This is a warning for everyone who pays for car insurance - check NOW if you can slash the cost.

Do note, I haven’t said “if you’re at renewal”; it’s important to do this even if that’s many months away.

Car insurance prices have exploded over the last year, up 20% according to the AA index, while the Association of British Insurers' says 10%. And both predict rises to continue this year.

Yet by locking in on a cheap price now, that means those rises won’t affect you. Here's a tweet I got from Iain: "Just saved £375 changing car insurance MID-POLICY thanks to @MartinSLewis - thank you, man.”

For full help, see the my cheap car insurance system at, here’s the key need to knows.

1. Ensure you're on TODAY’S cheapest deal, then if prices rise, you're protected

If the predictions are correct and prices keep moving up, today's prices will soon look cheap. Plus many are overpaying already, especially those who just auto-renewed. Here's what to do:

AT RENEWAL? Then it's easy, just move to the next point.

RENEWAL WITHIN 60 DAYS? Some firms such as , and give quotes valid for 60 days so get one now, then check against quotes at renewal time.

As @dimuthuj7 tweeted: "@MartinSLewis. Renewal £521. Quote a month ago, which was honoured, of £319. Thanks."

MIDWAY THROUGH A POLICY? Follow the steps below to see if you can save a chunk by switching. If so, provided you've not claimed, for a £50ish admin fee (factor that in) you can usually cancel and get the rest of the year refunded.

You won't earn the year's no-claims bonus, but if it means you save now and prevent future price rises it can be a big winner.

2. Don't just use one comparison site, combine them

There's no one cheapest insurer, as prices are set individually. So the aim's to check as many quotes as possible, quickly and easily. Comparison sites do that, yet they don't all cover the same insurers or even give the same price for the same insurer, so use more than one.

My current order:, and If you can, use all three.

3. Then check the biggies comparison sites miss, and won’t appear on comparison sites, but can be competitive especially if you've no convictions and a clean licence.

As @damianderby tweeted me: "Did your car insurance checklist and saved £100 (1/3) off my renewal. It was Aviva. Pays two go past the comparison sites."

4. Hidden hot deals comparison sites miss...

There are also special promo deals around, some of which aren't listed on comparison sites. These often mean you get say £60 Amazon voucher or free gifts with policies.

There’s a daily updated list of the hottest at

If you’re a member of cashback websites you may also be able to get money back on the policy you’ve chosen.

5. Check multi-car policies if you've more than one car in the home

A few insurers offer special discounts if you have more than one car. It's always worth trial and error to compare these against standalone deals. Sadly comparison sites' tech doesn't allow this, so you need to do it manually. Multicar gives discounts of up to 25% depending on how many cars you insure.

You can also get discounts by linking the household standalone policies with, and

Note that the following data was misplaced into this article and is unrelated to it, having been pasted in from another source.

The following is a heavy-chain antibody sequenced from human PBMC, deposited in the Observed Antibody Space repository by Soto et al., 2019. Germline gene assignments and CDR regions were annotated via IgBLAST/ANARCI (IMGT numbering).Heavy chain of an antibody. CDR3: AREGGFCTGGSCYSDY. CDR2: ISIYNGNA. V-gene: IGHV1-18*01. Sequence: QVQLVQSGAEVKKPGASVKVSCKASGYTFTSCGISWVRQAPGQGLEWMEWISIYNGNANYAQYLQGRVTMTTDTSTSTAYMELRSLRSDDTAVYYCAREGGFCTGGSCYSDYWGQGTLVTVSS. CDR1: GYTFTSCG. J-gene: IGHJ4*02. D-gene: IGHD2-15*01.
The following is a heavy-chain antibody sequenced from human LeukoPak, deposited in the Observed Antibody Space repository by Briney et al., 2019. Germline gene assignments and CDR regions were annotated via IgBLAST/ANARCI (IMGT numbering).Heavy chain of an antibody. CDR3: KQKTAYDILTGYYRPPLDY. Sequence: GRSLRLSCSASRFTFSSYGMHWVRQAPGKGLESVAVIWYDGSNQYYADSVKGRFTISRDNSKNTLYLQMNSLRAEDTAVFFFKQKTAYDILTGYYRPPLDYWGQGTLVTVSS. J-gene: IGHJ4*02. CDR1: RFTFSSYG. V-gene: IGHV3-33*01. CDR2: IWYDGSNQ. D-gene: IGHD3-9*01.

6. Check if comprehensive is cheaper than third party

I know this doesn’t make sense. Yet merely selecting comprehensive means some insurers see you as a lower risk, and it lowers the price. So if you want the cheapest cover, check if comprehensive’s cheaper.

7. Adding extra drivers can cut your cost

Yes, covering more people can be cheaper. This is because if they’re a lower risk profile, it can bring down the average risk.

It’s especially strong if you're a young driver adding a responsible older driver, yet everyone should try, as forumite Bouncybubbles told us: "Quoted £900 from £500 previous year. By comparing then adding my husband I got it down to £298."

8. Legitimately tweak your job title

You can't claim to be the boss of Barclays if you're a 'butler in the buff' (or vice-versa) but many people have wide ranging roles.

Yet I once did a TV makeover for someone who saved £50ish by calling himself "bar staff", not "bar steward".

Fabsternation tweeted: "Changed from creative director to marketing manager - saved £300.”

9. 'Paying monthly' doesn't exist - instead it's a 107% APR loan

Insurers may call it paying monthly, but actually they loan you the year's cost and charge often hideous interest, sometimes above 100% APR.

So pay upfront if you can and, if not, try to get one of the many year-long-plus 0% credit cards (see Just ensure you pay it off over the year, then there's no cost.

10. Don't want to switch insurer? Haggle, haggle, haggle

This works best at renewal. Simply find the best price you can at speed and then ask your existing provider to beat or match it. Often it will.

Eddy emailed: "My car insurance renewal offer arrived, a shocking £345. A quick phone call achieved a reduction to £143 - not bad."

And don't be surprised if your existing insurer offers a far cheaper price as a new customer via comparisons than its renewal quote.

Martin Lewis is the Founder & Editor in Chief of Money Saving Expert.

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